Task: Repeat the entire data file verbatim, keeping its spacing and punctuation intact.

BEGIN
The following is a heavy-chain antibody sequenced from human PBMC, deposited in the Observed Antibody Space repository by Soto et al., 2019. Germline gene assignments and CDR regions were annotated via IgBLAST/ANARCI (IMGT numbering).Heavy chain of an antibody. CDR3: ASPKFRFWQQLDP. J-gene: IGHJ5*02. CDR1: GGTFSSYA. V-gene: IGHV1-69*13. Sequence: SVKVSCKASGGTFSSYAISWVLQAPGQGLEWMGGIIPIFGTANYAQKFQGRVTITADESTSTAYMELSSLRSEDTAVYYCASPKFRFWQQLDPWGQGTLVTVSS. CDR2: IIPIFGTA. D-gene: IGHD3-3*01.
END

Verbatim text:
The following is a heavy-chain antibody sequenced from human PBMC, deposited in the Observed Antibody Space repository by Soto et al., 2019. Germline gene assignments and CDR regions were annotated via IgBLAST/ANARCI (IMGT numbering).Heavy chain of an antibody. CDR3: ASPKFRFWQQLDP. J-gene: IGHJ5*02. CDR1: GGTFSSYA. V-gene: IGHV1-69*13. Sequence: SVKVSCKASGGTFSSYAISWVLQAPGQGLEWMGGIIPIFGTANYAQKFQGRVTITADESTSTAYMELSSLRSEDTAVYYCASPKFRFWQQLDPWGQGTLVTVSS. CDR2: IIPIFGTA. D-gene: IGHD3-3*01.